Now, it matters not if the stove is turned up high or turned down low… as long as a stoves flames are left on, they can burn, scorch and destroy everything they touch UNTIL THE STOVE IS TURNED OFF! 

My personal stove had been lit for fifteen months straight!

On the morning of my 15th surgery, I was handed a clipboard by a nurse with the usual paperwork attached and I began to fill it out with my usual nonchalance until I got to the line, “I understand that complications may arise that result in permanent injury, disfigurement, even death.”  I had signed my name to that line fourteen times before without giving it second thought, but today I paused, and the magnitude of those words hit me.  I felt the flames of my stove rise, higher and higher.  I COULD DIE! 

And if those words came true, then would my husband, my kids, my friends remember a woman who had given life the best she had to offer or, would they, instead, remember a woman drowning in the flames and ash of her own imperfections? 

No, NO, NOOOO! I couldn’t let the latter be my epitaph. 

So, I turned down the flames of my stove to simmering and I signed my name on the line, put the clipboard aside and cheerfully asked my husband to pass me my purse.  In my purse, I found my makeup bag and I pulled out my trusty tube of cherry lipstick. My “happy” color always made me smile.   I painted my lips (without a mirror) and put the tube back in my bag.  I asked my husband if I looked o.k. and he said, “Great.” 

But as I said, I had left the flames of doubt on my stove still simmering, just there under the surface.  So I pulled out my compact and took a look at myself in the mirror:

WHO ARE YOU KIDDING GIRL?  A little cherry lipstick can’t hide the fact that YOU ARE TERRIFIED!  Yes, you’ve beaten the odds time and again…but, c’mon, it’s only a matter of time!

My stoves flames licked higher and higher beckoning me towards negativity.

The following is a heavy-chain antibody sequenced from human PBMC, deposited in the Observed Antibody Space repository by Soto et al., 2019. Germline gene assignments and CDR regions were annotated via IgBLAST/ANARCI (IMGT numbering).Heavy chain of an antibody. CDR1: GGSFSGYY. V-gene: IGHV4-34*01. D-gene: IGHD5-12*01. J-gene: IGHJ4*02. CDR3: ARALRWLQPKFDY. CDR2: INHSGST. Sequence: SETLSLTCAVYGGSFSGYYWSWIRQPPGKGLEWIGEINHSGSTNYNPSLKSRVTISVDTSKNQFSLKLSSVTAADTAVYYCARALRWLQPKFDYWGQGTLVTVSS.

My anesthesiologist walked into the room at that moment, and I looked up from my compact, cherry lipstick smile quivering, our eyes met, 

“Look at you,” he said cheerfully.  “Wow, I needed to see a bright face this morning.”

“Bright face…me?”, I thought.  I’m dying inside.  Burning up.  Searing. Tears came to my eyes and I just stared up at him.  Everything in my heart, my soul, my entire being was in my eyes at that moment.  I could feel the flames of anger and sorrow that I had been carrying around with me for the past fifteen months rise up to the surface of my body.  My skin, like the flames within me,  felt so very hot.  Could he feel it too? Could he see the flames? Something in my eyes must have registered with him because at that moment he came closer, pulled up a chair and grabbed my hand.

“I will tell you a secret”, he said.  “It’s fine for you to be scared, I get scared too…I do, but keeping you alive is also what I do and I’m good at it.  I need you to trust me, but more importantly, I need you to trust in yourself. No doubts!   You’ve made it through fourteen other surgeries just fine and this is just another one. We’ve got this!”

I’d like to tell you that I had some profound words in response and we hugged and it was a true “Grey’s Anatomy” moment, but all I did was lightly squeeze his hand.  Two quick pulses of my fingertips against his palm.  A fleeting gesture of confidence in his words that I have no idea if he even felt.  But I’d like to think he did.

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photo: “Joy” Carlsbad Flower Fields by PositivelyAnne

But it doesn’t matter.  I felt it. I felt the sincerity in his words.  His willingness, like so many others before him,  to take on my lifes complications and face the fires of hell for me.  I closed my eyes and imagined my hand reaching,  slowly, slowly for my stoves knob.  I quickly turned it all the way off.  The flames winked out and unbelieving of what I had done, I reached out and touched the grate…it was cool to the touch.

Soothing.  Calm. Comforting.  A balm to my weary soul. 

It was then that I came to understand the immense value of what the words, “Turn off the Stove” meant the past fifteen months and for my life going forward. 

In times of stress, I had to let go of my ego, my pride, my fear that I, and I alone, could handle all of drama life was handing me.  God and a whole host of family and friends and medical professionals had been whispering in my ear each and every time I went into surgery and all along the road of my life, that I did not have to go it alone.  I didn’t have to fear things.  I had help…help to stay positive.  

I had to “Turn off the Stove” and trust others to light my way. 

As you sort through your own laundry list of challenges: health problems, difficult family dynamics, financial worries and all sorts of unresolved situations that raise your flame quotient higher and higher, just remember to keep your eyes, ears and heart open to those helpers, both familiar and stranger, who are there to whisper a reminder:

“Turn off the Stove!”

And then turn it off and go live your best life.  I can tell you it works!

PositivelyAnne